Horses To Follow » Mr Gardner

Mr Gardner

It looked like Mr Gardner had gone off far too fast in the two-mile-five-furlong maiden hurdle at Newbury on Friday. He and Alaghiraar got into an early tussle for the lead, so much so that it looked like the two of them had cut each others’ throats, as they had pulled fully eight lengths clear of the rest of the field by the time they reached the first flight. However, once the Henderson horse had won that minor scrimmage with Alaghiraar, McCoy was able to settle Mr Gardner down and get him into a nice rhythm. The two horses who headed the market, both useful types Fiftyonefiftyone (according to the betting the better-fancied of Nicky Henderson’s two representatives) and Fistral Beach, closed up on the leader at the end of the back straight, and Fistral Beach in particular looked to be travelling much better than the winner down the far side before the home turn, but once they straightened up it was apparent that Mr Gardner was still full of running. He pulled clear before the third last as Fistral Beach floundered, and he extended his leading margin all the way up the home straight to win by a distance.

There is a small chance that Nicky Henderson’s gelding was flattered by the visual impression that this performance created. Fistral Beach had stopped very quickly when he finished third behind Penn Da Benn on his previous start at Wincanton, and there was a chance that the same thing happened here, but he still kept on well enough to finish second, so it is reasonable to assume that Mr Gardner probably is as good as he looked here. The time of the race was really quick for a Class 3 maiden hurdle, 0.17secs/furlong faster than Racing Post standard on track that was estimated to be riding just on the slow side of good. This suggests that Mr Gardner did indeed set off at a fast pace, maybe even too fast a pace, but, unusually, was able to maintain the gallop all the way to the line.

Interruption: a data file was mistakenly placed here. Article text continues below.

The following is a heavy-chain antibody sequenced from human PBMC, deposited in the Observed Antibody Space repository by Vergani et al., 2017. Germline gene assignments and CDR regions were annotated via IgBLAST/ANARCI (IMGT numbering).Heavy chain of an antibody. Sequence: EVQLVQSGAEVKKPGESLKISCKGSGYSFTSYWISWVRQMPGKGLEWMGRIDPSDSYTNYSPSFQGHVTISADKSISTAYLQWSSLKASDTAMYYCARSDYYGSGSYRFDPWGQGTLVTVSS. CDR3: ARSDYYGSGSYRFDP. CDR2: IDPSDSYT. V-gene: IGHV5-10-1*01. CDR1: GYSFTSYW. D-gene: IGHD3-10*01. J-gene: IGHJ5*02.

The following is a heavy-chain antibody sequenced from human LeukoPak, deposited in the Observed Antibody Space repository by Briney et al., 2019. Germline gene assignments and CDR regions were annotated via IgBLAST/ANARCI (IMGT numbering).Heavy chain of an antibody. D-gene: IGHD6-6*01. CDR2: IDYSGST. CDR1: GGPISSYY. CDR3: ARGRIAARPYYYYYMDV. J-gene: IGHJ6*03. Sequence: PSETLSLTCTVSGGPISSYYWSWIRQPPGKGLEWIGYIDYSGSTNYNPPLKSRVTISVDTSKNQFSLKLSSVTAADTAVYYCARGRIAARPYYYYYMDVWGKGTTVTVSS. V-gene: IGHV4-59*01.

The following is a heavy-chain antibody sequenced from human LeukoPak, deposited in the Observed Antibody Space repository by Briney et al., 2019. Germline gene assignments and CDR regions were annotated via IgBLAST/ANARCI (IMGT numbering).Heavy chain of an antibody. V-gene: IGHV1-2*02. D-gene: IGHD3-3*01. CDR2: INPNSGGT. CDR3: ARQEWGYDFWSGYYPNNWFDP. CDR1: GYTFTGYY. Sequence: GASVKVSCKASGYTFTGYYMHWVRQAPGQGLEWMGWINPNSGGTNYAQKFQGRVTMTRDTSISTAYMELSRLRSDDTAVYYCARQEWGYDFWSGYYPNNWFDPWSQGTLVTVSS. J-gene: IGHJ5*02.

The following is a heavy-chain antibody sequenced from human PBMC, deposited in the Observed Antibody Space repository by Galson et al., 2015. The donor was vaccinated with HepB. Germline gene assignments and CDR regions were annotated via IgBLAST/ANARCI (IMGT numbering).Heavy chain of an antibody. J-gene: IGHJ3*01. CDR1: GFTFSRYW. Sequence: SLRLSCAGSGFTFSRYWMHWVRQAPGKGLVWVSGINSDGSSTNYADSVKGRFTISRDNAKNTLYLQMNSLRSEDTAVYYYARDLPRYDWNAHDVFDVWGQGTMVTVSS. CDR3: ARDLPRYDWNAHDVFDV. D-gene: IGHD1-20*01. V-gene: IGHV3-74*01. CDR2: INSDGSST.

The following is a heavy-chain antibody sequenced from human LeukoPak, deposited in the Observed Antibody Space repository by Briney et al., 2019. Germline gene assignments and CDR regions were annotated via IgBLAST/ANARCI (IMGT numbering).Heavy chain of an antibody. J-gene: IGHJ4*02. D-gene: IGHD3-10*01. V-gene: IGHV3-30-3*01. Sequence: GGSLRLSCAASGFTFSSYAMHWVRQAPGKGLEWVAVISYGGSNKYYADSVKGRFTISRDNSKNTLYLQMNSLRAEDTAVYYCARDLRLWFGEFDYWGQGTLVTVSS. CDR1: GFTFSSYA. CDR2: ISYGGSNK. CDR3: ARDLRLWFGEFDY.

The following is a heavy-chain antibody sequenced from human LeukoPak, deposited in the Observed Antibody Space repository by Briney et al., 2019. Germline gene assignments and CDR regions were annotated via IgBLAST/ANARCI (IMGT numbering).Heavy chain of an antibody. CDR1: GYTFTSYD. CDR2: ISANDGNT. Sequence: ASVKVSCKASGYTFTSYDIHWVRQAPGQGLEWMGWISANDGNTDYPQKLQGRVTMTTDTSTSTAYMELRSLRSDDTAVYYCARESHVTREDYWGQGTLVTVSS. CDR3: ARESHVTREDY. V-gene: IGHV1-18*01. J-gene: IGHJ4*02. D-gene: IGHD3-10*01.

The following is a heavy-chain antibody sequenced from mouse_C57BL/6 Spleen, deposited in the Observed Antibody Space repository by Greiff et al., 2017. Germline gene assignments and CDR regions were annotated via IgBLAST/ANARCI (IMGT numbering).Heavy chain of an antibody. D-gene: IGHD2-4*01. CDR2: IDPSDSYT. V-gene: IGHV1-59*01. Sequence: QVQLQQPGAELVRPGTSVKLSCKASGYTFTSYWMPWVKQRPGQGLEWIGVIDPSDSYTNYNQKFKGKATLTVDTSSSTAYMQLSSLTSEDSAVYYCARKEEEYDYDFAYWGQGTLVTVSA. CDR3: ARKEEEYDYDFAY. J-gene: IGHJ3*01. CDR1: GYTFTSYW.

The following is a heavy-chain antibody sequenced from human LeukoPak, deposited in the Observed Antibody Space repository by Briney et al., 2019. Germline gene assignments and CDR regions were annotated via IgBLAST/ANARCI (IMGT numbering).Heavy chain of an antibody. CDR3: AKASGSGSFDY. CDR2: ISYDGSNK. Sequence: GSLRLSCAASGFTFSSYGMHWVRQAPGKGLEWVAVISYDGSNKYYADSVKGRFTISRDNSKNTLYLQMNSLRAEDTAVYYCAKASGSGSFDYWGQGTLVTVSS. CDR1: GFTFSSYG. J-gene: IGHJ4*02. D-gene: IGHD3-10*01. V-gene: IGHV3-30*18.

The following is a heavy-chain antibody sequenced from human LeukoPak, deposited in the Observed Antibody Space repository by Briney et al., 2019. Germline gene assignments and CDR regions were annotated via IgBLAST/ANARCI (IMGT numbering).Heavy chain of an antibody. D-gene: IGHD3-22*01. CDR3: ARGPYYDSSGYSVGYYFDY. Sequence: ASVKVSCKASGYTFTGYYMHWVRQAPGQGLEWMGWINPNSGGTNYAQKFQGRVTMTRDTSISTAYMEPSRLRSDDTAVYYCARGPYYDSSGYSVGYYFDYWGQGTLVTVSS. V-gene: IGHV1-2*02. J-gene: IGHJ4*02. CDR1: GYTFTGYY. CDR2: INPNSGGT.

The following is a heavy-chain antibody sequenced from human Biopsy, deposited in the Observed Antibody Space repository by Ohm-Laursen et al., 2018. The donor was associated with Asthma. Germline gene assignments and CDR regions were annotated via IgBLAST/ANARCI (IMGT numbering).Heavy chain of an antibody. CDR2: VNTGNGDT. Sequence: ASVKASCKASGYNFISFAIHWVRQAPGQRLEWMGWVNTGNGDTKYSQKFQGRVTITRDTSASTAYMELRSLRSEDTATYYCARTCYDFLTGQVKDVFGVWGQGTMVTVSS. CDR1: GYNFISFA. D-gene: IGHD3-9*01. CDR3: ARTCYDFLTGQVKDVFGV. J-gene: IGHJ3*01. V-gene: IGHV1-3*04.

An £85,000 purchase at Cheltenham last April after winning his point-to-point at The Pigeons by a distance, the son of Deploy had been a little disappointing in his first two runs over hurdles for Henderson, but he had been held up in both of those races. The plan last Friday was obviously to allow him stride on in front, and McCoy was never going to allow Jack Doyle on Alaghiraar de-rail that plan. It worked a dream, and Mr Gardner can go on from this. He would not be without his chance in the Sefton Hurdle at Aintree if his trainer decided to step him up in grade and in distance. He has every chance of staying the three-mile trip, the flat track should suit, he should be able to get his own way up front again and he would be well worth his place in the line-up. Even if he doesn’t go for that race, he should be worth following wherever he goes next. He is an exciting prospect.

20th March, 2009